March 26, 2023
Ithaca, NY | 41°F


Ferguson crisis leads to ‘Hands Up Walk Out’ rally at IC

A grand jury’s decision not to press charges against Officer Darren Wilson in the Aug. 9 shooting death of unarmed black teen Michael Brown in Ferguson, Missouri, has led to rallies and protests across the country. In solidarity with other walk-outs around the nation on Dec. 1, over 200 Ithaca College students attended a student-organized “Hands Up Walk Out” rally at Free Speech Rock outside of Campus Center.

Students and faculty attended the rally, in which student speakers shared their stories and feelings about police brutality, structural violence and racism. The rally was based on the ruling in Ferguson as well as the 43 missing student activists from Iguala, Mexico, who were arrested by local police and then handed over to a major drug cartel. Students walked out of their classes at 1:01 p.m., in accordance with 12:01 p.m. central time, when Brown was shot, to rally for two hours despite the cold temperatures.

Sophomore Dillon Randolph, one of the 10 student organizers of the event, said he was impressed with the amount of speakers and the authenticity of the event.

“It was astounding,” he said. “It exceeded my expectation. It was very heart-warming even out there in the 30-degree weather.”

In between personal speeches by students, students chanted “Hands Up, Don’t Shoot;” “No Justice, No Peace;” and a South African Xhoso and Zulu protest chant which translates to “Power to the People.” Signs at the rally referenced Shawn Greenwood, a black Ithaca man who was killed by police, and the phrase, “Stop the New Jim Crow.”

Kayla Young, a senior and another organizer of the event, said the rally provided students a chance to communicate their feelings about issues of race, police brutality and the events in Ferguson.

“Those are students who have held that in all semester long, looking for a place to grieve,” she said. “It was really powerful to hear from a lot of those students who were just honest.”

The event started with a moment of silence for victims of police brutality and structural violence, and included chants, poetry and sharing from both organizers and attendees.

Crystal Kayiza, president of the Student Government Association, was another organizer of the event and said during the rally that students should take the spirit of the rally into their everyday lives.

“We have to continue this conversation,” she said.

To continue the conversation, the organizers of the rally scheduled a meeting to discuss student activism at Ithaca College. The meeting will be held from 7–9 p.m. Dec. 3 in Williams 225, and according to the Facebook invite about the meeting, it will discuss both direct and indirect forms of resistance. The event is being organized by JUICE, a student group which is against police militarization.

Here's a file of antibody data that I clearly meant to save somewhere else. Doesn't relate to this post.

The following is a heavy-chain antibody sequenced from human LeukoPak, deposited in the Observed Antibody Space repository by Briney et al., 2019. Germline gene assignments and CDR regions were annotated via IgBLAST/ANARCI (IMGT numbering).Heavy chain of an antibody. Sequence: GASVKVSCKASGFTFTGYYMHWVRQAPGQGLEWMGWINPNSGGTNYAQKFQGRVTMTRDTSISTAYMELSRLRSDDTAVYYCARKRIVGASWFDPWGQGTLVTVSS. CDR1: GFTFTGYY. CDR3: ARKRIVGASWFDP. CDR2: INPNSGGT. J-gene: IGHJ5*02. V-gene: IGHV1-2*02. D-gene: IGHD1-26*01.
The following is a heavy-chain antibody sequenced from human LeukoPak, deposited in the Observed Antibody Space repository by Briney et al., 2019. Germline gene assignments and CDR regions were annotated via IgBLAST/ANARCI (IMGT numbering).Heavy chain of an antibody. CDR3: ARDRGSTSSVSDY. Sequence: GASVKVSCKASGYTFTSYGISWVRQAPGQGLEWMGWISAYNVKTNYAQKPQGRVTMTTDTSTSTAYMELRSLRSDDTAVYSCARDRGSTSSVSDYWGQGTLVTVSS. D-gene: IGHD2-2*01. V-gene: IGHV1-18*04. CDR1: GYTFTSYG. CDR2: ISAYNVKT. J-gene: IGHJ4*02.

Steven Kobby Lartey, a senior and another organizer, said the organizers plan to continue the discussion into the future.

“It’s about how we are going to increase understanding and trust on campus,” he said. “That’s the first step. It’s not about protesting, we’re not protesting. We’re making ourselves visible, as the structure of violence makes people invisible.”

Rita Bunatal, a junior who attended the rally, said she was happy to see so many people share their stories. She said although social media activism is helpful, she wished more students attended the rally.

“I would like to see more Ithaca students come out to these events,” she said. “There’s so much more than social media activism. These events do happen.”

Organizer Luna Gallegos, a sophomore, spoke about the passion of the missing Mexican student activists, asking the crowd what they have to lose by speaking out.

Lartey responded to this question.

“We have nothing to lose but the chains of oppression and injustice,” he said.

Many speakers shared their perspectives on racial issues. International students spoke about police and the military presence in their countries, while many other students shared personal encounters with discrimination and their own fears about how police brutality could affect them. Other speakers spoke against the sense of complacency they feel is prevalent on this campus in regards to racial issues and said they wished more students had joined the discussion.

Young said the issues discussed relate to all students on campus.

“This is about making the campus better for all of us, it’s not about only a certain group,” she said. “It’s about wanting to have a holistic, real experience.”

Aidan Quigley can be reached at or via Twitter: @QuigleyAidan